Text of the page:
# What does the argument mean in fig.add_subplot(111)?

Sometimes I come across code such as this:

``````import matplotlib.pyplot as plt
x = [1, 2, 3, 4, 5]
y = [1, 4, 9, 16, 25]
fig = plt.figure()
plt.scatter(x, y)
plt.show()
``````

Which produces: I've been reading the documentation like crazy but I can't find an explanation for the `111`. sometimes I see a `212`.

What does the argument of `fig.add_subplot()` mean?

I think this would be best explained by the following picture: To initialize the above, one would type:

``````import matplotlib.pyplot as plt
fig = plt.figure()
plt.show()
``````
• I think the version with commas is much more intuitive and readable than the version with 3-digit numbers Apr 11, 2014 at 14:19
• This is great it shows how to "position subplots in a grid" be that a 2x2 grid like the above illustrated example or a grid of 4x4 graphs etc. But can someone please explain what determines the size of those graphs that are displayed. The defaults for (2,2,1) I find quite small I would like it maybe double that size or more. Dec 2, 2014 at 0:19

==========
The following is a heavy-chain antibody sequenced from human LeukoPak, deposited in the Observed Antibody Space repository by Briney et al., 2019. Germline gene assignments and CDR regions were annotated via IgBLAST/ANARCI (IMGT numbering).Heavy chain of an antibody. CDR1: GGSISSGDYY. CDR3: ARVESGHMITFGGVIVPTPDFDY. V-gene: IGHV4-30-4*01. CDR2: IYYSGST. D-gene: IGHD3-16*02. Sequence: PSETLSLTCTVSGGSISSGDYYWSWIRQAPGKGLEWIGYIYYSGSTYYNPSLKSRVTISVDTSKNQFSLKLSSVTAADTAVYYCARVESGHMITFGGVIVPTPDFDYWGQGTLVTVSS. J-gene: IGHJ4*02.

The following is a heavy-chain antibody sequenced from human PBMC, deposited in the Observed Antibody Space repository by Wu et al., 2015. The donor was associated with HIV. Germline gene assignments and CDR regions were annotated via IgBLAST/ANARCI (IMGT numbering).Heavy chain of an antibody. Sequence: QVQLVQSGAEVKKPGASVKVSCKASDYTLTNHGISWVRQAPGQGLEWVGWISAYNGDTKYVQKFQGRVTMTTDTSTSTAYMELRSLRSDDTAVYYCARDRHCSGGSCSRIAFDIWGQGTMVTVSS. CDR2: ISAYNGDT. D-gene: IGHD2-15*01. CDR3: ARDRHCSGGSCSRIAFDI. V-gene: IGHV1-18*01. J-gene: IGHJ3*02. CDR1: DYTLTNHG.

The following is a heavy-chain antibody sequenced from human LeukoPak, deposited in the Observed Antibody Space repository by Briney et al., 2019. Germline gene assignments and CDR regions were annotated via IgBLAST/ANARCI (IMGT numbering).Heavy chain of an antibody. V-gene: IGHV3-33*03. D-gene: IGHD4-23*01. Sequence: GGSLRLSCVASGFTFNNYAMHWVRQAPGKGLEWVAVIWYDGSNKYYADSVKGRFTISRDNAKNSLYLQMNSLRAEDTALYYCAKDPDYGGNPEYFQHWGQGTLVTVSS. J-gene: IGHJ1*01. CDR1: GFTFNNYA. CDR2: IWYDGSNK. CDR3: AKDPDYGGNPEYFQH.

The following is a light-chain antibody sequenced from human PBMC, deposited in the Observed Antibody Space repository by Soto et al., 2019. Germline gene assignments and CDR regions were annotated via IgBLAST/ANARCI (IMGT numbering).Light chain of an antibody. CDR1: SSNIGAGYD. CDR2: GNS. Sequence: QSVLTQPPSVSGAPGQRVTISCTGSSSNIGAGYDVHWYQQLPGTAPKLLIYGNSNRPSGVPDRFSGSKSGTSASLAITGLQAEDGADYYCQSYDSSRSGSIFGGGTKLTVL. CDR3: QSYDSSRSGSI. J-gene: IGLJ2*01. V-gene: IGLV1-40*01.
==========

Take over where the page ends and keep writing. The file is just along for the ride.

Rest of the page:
• This is quite helpful. This picture would be a little nicer if it wasn't square (2x2) but otherwise very helpful. Mar 6, 2015 at 18:16
• @TravisJ Wow, what a coincidence! I was thinking the exact same thing about an hour before you wrote that! I'll change it soon :) Mar 6, 2015 at 22:58
• Very helpful answer! Though I think the edit is inaccurate. The behaviour to span subplots with statements like 1:2 or [1 3] is not supported by Matplotlib (at least not in `1.5.0`), and seems to be Matlab only. (Note there are other options in Matplotlib to achieve this behaviour, e.g. gridspec )
– lab
Mar 31, 2016 at 8:14

These are subplot grid parameters encoded as a single integer. For example, "111" means "1x1 grid, first subplot" and "234" means "2x3 grid, 4th subplot".

Alternative form for `add_subplot(111)` is `add_subplot(1, 1, 1)`.

• Is there any detailed documentation about this? What is the difference between a 1x1 grid and a 2x3 grid in this context? Nov 30, 2010 at 12:34
• 1x1 grid = 1 row, 1 column. 2x3 grid = 2 rows, 3 columns. The third number starts from 1 and increments row-first. See documentation of subplot() for more info. Feb 2, 2011 at 16:54
• As others explained (more than two years ago) , this is a legacy from matlab. But for the sake of future readers, you should know that there exists a better alternative, in the form of the `subplots()` method. Nov 15, 2012 at 14:30